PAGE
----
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New York City will convert 100 schools to electric heat

Oct. 28, 2022
City officials say the switch from heating oil will improve air quality and substantially reduce greenhouse gas emissions.

New York City says it will convert 100 existing schools to electric heat by 2030.

Mayor Eric Adams says in a news release that the switch to electric heat will enable the city to end use of highly polluting No. 4 heating oil in schools. The city will also install upgraded, more efficient LED lights in 800 schools by 2026.

The facility upgrades are part of the city’s “Leading the Charge” initiative” — a $4 billion plan to combat climate change, create more healthful learning environments, improve air quality in communities disproportionately burdened by climate change and environmental injustice, and help develop the next generation’s green workforce.

“Under this bold plan, we will not only electrify 100 schools but also ensure that we never again build a school in New York City that runs on fossil fuels,” Adams says. “In ‘Leading the Charge,’ we are making a $4 billion investment in the health, education, and prosperity of our young people.”

Under “Leading the Charge,” the Adams administration will end the city’s use of highly polluting No. 4 heating oil in schools — four years ahead of the legal mandate. The city will also install upgraded, more efficient LED lights in 800 schools by 2026 and support training and development for the students who will become the next generation of the green workforce.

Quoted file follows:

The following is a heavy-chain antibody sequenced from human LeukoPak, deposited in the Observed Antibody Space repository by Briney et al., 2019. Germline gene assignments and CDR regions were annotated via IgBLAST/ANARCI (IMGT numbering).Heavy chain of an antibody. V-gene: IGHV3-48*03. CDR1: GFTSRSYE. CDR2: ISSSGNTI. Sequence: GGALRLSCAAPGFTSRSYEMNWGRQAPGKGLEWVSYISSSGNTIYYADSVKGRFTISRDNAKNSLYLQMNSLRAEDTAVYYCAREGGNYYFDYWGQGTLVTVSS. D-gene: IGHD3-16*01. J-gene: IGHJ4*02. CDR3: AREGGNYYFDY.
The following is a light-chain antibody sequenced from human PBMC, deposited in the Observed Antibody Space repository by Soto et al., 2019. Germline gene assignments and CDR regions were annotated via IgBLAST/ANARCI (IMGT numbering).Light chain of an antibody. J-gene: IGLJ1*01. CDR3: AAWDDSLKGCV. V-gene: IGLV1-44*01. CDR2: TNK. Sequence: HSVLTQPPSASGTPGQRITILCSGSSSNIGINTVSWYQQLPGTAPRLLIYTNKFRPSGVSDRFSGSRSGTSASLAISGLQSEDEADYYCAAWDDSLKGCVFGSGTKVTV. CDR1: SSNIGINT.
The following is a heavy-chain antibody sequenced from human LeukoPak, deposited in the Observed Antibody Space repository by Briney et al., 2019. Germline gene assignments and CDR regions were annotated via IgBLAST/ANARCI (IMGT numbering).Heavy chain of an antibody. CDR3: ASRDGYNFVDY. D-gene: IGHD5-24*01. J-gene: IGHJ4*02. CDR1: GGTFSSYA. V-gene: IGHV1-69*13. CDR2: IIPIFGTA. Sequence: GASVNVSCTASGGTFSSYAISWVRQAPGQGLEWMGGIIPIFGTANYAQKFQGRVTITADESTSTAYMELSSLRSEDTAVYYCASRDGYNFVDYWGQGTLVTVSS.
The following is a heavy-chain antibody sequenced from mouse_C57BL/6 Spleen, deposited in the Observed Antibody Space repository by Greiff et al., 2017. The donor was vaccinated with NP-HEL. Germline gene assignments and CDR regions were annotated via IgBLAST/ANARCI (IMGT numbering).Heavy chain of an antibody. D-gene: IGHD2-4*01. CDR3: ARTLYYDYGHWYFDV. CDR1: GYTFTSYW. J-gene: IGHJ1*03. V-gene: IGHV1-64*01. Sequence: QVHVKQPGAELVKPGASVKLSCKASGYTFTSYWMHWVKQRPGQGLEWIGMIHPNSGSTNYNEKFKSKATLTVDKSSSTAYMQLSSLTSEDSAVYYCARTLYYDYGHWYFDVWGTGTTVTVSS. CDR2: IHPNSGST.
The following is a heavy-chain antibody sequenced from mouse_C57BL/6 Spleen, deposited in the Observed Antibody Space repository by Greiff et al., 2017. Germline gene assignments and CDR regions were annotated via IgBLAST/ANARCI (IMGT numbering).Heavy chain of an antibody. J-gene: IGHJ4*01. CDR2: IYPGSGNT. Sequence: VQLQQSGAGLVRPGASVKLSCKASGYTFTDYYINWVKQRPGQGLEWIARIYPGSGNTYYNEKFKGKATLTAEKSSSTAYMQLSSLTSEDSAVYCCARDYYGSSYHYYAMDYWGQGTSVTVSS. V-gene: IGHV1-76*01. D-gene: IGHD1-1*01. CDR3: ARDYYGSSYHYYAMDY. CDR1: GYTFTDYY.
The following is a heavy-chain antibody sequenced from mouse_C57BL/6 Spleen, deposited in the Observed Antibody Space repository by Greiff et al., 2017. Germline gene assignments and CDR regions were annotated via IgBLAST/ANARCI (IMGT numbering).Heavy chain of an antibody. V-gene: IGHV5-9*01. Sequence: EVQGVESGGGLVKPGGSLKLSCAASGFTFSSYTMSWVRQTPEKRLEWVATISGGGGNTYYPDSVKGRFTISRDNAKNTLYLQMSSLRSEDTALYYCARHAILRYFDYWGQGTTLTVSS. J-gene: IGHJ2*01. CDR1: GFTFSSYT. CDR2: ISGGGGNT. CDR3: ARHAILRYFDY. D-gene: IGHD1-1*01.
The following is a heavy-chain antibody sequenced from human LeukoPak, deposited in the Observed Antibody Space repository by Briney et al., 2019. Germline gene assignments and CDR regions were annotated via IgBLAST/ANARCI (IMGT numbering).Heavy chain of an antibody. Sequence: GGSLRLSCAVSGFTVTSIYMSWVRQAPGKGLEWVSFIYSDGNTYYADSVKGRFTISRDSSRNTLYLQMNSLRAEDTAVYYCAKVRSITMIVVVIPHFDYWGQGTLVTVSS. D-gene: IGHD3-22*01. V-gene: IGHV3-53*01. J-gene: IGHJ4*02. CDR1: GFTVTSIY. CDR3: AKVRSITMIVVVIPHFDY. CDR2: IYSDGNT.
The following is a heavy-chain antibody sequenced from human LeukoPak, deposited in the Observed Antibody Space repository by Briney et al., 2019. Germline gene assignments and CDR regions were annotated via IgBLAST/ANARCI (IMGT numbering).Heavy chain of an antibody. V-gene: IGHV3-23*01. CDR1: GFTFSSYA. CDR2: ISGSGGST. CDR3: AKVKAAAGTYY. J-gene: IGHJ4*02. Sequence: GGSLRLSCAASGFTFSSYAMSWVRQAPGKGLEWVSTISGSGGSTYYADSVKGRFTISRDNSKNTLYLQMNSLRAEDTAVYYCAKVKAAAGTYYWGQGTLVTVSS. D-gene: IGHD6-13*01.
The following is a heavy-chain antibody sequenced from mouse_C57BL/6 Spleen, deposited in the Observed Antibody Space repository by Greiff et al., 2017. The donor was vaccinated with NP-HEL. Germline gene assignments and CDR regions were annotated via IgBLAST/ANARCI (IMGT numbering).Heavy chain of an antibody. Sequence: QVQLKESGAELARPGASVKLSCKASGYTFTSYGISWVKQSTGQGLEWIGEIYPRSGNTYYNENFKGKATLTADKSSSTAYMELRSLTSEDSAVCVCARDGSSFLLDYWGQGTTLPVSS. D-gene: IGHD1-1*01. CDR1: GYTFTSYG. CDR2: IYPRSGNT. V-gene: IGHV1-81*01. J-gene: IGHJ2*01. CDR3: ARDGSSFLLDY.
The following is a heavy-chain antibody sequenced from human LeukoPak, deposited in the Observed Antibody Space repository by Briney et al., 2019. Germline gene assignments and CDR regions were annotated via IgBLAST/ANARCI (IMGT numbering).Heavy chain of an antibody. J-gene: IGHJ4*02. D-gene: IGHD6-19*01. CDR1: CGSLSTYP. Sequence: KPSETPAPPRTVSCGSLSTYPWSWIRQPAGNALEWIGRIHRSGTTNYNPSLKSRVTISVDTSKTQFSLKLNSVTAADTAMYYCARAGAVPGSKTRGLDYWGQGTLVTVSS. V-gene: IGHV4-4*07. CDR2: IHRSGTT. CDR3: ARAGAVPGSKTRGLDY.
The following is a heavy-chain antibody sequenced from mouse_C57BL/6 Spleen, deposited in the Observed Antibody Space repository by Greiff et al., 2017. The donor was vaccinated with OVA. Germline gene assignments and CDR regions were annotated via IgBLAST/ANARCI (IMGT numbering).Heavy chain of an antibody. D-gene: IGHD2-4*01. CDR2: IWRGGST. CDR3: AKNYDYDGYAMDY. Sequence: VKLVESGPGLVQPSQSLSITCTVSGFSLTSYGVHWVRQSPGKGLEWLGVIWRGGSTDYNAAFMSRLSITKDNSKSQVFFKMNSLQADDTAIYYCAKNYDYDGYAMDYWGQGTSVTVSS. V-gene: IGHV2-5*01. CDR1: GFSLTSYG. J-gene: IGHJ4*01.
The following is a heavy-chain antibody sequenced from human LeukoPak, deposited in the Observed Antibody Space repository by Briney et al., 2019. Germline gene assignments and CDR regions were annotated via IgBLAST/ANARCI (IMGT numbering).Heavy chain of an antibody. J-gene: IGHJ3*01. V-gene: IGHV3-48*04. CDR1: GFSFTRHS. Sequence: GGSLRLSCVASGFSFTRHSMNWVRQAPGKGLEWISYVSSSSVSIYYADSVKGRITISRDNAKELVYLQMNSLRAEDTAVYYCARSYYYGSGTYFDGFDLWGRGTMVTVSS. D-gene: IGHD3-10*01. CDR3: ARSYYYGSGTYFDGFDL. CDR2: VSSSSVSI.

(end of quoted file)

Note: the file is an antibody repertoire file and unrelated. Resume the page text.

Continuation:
Under “Leading the Charge,” all new schools designed and constructed by the New York City School Construction Authority will be fully electric, reducing the city’s reliance on fossil fuels. The city will also no longer initiate new projects to install fossil fuel combustion boilers in existing schools.

The program is expected to reduce greenhouse gas emissions by 120,000 tons annually and remove over 20,000 pounds of harmful, disease-causing fine particulates from the air — the equivalent of removing 26,000 cars from city streets.

Electrifying school heating systems in the city will eliminate the use of highly polluting No. 4 heating oil by 2026 by converting over 200 schools to ultra-low sulfur biofuel — a critical step toward electrification. 

The investment in school electrification includes $520 million over the next two fiscal years to electrify the first 19 existing schools. These electrification projects will replace fossil fuel-burning boilers that provide heat in older schools with high-efficiency, all-electric heat pumps.

The “Leading the Charge” plan will also bring high-efficiency, LED lighting to 800 schools, about half of all city school facilities. This $540 million, four-year retrofit initiative—a partnership with the New York Power Authority (NYPA)—represents the largest and most cost-effective opportunity to save energy and help meet the city’s goal of reducing greenhouse gas emissions from government operations by 50% by 2030.

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